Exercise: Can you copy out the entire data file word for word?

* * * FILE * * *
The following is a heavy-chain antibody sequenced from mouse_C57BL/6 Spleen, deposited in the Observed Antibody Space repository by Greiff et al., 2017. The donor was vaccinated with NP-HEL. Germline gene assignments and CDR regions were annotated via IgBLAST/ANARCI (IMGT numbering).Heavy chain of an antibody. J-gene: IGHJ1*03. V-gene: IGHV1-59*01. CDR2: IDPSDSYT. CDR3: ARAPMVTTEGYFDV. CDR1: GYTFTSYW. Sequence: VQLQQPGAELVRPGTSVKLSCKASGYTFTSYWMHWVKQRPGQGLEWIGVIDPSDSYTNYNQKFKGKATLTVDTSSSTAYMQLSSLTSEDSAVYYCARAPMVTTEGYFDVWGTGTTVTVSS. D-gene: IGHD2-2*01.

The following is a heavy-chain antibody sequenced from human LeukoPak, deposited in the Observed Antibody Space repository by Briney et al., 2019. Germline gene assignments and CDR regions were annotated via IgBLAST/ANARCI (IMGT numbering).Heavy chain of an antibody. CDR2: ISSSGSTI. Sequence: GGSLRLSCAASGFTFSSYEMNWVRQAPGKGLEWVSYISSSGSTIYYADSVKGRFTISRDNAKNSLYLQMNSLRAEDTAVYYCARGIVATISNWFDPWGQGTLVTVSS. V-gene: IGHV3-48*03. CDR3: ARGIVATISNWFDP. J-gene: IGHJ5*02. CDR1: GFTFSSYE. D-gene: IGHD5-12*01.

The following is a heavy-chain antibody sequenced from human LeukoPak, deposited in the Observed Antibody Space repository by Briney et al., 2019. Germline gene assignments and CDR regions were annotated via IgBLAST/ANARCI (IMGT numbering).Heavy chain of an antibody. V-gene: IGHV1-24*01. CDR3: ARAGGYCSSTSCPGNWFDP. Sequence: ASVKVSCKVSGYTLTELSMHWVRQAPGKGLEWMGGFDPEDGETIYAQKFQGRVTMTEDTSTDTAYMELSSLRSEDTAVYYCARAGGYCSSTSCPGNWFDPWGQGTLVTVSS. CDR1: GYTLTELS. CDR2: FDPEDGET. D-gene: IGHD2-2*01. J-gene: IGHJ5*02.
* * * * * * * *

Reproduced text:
The following is a heavy-chain antibody sequenced from mouse_C57BL/6 Spleen, deposited in the Observed Antibody Space repository by Greiff et al., 2017. The donor was vaccinated with NP-HEL. Germline gene assignments and CDR regions were annotated via IgBLAST/ANARCI (IMGT numbering).Heavy chain of an antibody. J-gene: IGHJ1*03. V-gene: IGHV1-59*01. CDR2: IDPSDSYT. CDR3: ARAPMVTTEGYFDV. CDR1: GYTFTSYW. Sequence: VQLQQPGAELVRPGTSVKLSCKASGYTFTSYWMHWVKQRPGQGLEWIGVIDPSDSYTNYNQKFKGKATLTVDTSSSTAYMQLSSLTSEDSAVYYCARAPMVTTEGYFDVWGTGTTVTVSS. D-gene: IGHD2-2*01.

The following is a heavy-chain antibody sequenced from human LeukoPak, deposited in the Observed Antibody Space repository by Briney et al., 2019. Germline gene assignments and CDR regions were annotated via IgBLAST/ANARCI (IMGT numbering).Heavy chain of an antibody. CDR2: ISSSGSTI. Sequence: GGSLRLSCAASGFTFSSYEMNWVRQAPGKGLEWVSYISSSGSTIYYADSVKGRFTISRDNAKNSLYLQMNSLRAEDTAVYYCARGIVATISNWFDPWGQGTLVTVSS. V-gene: IGHV3-48*03. CDR3: ARGIVATISNWFDP. J-gene: IGHJ5*02. CDR1: GFTFSSYE. D-gene: IGHD5-12*01.

The following is a heavy-chain antibody sequenced from human LeukoPak, deposited in the Observed Antibody Space repository by Briney et al., 2019. Germline gene assignments and CDR regions were annotated via IgBLAST/ANARCI (IMGT numbering).Heavy chain of an antibody. V-gene: IGHV1-24*01. CDR3: ARAGGYCSSTSCPGNWFDP. Sequence: ASVKVSCKVSGYTLTELSMHWVRQAPGKGLEWMGGFDPEDGETIYAQKFQGRVTMTEDTSTDTAYMELSSLRSEDTAVYYCARAGGYCSSTSCPGNWFDPWGQGTLVTVSS. CDR1: GYTLTELS. CDR2: FDPEDGET. D-gene: IGHD2-2*01. J-gene: IGHJ5*02.